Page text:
Will all that speed make your smartphone melt? “The users of everyday apps and websites may notice a faster experience, but it would really be for the company itself. They would be able to reduce their number of servers and reduce the speed of querying data from the servers,” says CEO Sean Fu.
“We’ve developed a new engine, not a car,” said Fu. The solution can be slotted straight into existing databases meaning companies can keep running ecosystems such as MongoDB and MySQL, the most commonly used worldwide.
“Everything stays the same, the interface stays the same – the only difference is they get better speed, better storage, better efficiency,” said Fu.
There are only ten of them and they don’t see the point of scaling the team or opening offices elsewhere. We met the team at their small office within a Tencent-run startup space (you have to use WeChat to get in a meeting room) on the edge of Beijing. “Technology does not have the boundaries of countries – if it’s good, people can use it anywhere. We can do almost everything online, though may need sales engineers in some places,” said Fu.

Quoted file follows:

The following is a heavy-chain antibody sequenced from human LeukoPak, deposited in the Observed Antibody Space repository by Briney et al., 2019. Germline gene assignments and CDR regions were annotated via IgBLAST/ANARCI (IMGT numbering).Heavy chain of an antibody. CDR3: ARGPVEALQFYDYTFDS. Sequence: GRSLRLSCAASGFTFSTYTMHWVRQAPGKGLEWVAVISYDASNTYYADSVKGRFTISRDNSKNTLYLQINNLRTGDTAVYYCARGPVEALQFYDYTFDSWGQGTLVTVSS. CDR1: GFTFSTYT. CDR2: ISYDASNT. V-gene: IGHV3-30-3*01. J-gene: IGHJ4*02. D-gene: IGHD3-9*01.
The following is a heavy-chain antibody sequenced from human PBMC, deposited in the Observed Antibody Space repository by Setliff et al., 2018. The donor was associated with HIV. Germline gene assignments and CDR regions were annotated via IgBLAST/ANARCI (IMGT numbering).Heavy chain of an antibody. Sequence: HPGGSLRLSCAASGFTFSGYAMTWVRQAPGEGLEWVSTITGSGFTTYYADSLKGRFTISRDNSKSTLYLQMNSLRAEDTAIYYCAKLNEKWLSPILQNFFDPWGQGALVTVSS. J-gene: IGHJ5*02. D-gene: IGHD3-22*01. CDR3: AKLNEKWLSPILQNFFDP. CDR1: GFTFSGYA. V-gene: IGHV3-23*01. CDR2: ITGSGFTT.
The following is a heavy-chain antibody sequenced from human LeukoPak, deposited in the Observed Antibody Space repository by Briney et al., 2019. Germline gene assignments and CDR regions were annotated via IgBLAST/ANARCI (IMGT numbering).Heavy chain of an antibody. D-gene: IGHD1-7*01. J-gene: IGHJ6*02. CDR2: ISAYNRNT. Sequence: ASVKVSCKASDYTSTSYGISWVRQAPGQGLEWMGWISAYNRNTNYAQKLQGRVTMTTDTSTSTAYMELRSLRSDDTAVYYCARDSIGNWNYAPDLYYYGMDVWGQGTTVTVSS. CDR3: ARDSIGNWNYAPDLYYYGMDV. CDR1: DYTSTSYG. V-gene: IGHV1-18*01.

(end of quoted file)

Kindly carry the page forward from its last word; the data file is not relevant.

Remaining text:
The Nested Succinct Trie is only the beginning. Terark has six patents for its various innovations, but the team is quite resigned to the fact that the key algorithm for the indexing compression is nearing maturity. “There will be an evolution, but then there will have to different indexes,” said Lei. The team is looking into creating indices suited to handling different types of data sets as they are approached by more interested parties. They may end up developing a range of products targeted at different client types such as genetics companies. “Different indexes will be more efficient for different data,” said Lei.